III. What's Wrong with Biased Medical Decisions?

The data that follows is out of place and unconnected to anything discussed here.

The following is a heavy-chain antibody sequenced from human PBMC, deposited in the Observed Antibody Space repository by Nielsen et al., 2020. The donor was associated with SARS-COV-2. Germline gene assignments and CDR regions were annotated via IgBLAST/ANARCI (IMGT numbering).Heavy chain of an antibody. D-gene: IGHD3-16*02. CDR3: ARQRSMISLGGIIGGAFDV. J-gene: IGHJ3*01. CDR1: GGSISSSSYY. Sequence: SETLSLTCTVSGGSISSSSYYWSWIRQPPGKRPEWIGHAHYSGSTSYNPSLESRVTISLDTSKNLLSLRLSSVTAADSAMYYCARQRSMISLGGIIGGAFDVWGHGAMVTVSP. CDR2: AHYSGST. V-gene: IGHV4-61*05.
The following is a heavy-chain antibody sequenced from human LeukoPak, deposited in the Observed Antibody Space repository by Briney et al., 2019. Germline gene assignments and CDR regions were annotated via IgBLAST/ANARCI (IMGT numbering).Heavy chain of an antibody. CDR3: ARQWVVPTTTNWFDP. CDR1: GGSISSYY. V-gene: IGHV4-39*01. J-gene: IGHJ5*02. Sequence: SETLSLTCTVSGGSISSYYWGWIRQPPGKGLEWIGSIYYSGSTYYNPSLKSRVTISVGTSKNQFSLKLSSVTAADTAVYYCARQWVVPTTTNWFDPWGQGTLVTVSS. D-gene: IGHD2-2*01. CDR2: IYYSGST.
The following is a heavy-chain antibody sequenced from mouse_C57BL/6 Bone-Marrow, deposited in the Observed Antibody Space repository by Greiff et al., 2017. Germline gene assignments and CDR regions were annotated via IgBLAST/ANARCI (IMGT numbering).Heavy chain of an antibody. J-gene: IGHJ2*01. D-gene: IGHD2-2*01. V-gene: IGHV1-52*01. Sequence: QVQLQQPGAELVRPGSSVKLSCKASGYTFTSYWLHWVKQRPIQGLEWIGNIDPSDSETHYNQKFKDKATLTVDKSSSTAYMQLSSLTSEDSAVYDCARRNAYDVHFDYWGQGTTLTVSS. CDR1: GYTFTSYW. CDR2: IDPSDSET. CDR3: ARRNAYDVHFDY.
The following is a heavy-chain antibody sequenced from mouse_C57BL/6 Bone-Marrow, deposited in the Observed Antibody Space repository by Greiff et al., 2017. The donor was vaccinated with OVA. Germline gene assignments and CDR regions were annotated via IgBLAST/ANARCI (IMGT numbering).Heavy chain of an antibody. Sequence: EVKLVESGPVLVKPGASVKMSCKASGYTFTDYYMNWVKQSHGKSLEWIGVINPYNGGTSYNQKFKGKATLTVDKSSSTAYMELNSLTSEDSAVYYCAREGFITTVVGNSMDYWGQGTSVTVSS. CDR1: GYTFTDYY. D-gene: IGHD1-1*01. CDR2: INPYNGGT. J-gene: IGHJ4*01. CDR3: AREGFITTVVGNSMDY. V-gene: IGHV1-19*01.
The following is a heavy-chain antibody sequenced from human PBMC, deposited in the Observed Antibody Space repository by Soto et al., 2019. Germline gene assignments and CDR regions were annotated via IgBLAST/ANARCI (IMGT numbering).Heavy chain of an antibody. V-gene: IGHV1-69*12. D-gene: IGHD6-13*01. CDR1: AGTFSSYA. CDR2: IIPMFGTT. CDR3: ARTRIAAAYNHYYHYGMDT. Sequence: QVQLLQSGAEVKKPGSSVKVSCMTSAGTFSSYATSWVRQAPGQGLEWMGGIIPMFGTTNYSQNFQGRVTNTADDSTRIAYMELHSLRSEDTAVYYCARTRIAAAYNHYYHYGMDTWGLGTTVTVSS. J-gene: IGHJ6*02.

Of course, even if one accepts that physician bias based on patients' non-medical characteristics sometimes influences medical decisions, one possible response is “so what?” After all, the influence of characteristics like race, gender, disability or sexual orientation on decisions in the social or economic life of our society may not always be viewed as wrong. Even when such influence is understood to be wrong or undesirable, it may not be seen as deserving legal intervention. This nonjudgmental--or at least noninterventionist--stance towards bias is most common in situations involving private or personal relationships. For example, the same civil rights laws that prohibit exclusionary policies by employers and public accommodations contain exemptions from their coverage for purely private clubs. One could argue that the physician-patient relationship is personal and confidential in nature and thus beyond the proper reach of laws addressing discrimination and bias. Strong arguments exist, however, that *239 the influence of physician bias on medical treatment decisions violates both the ethical and legal norms of the private physician-patient relationship and the public norms embodied in the civil rights laws. Let us turn to a brief articulation of those arguments.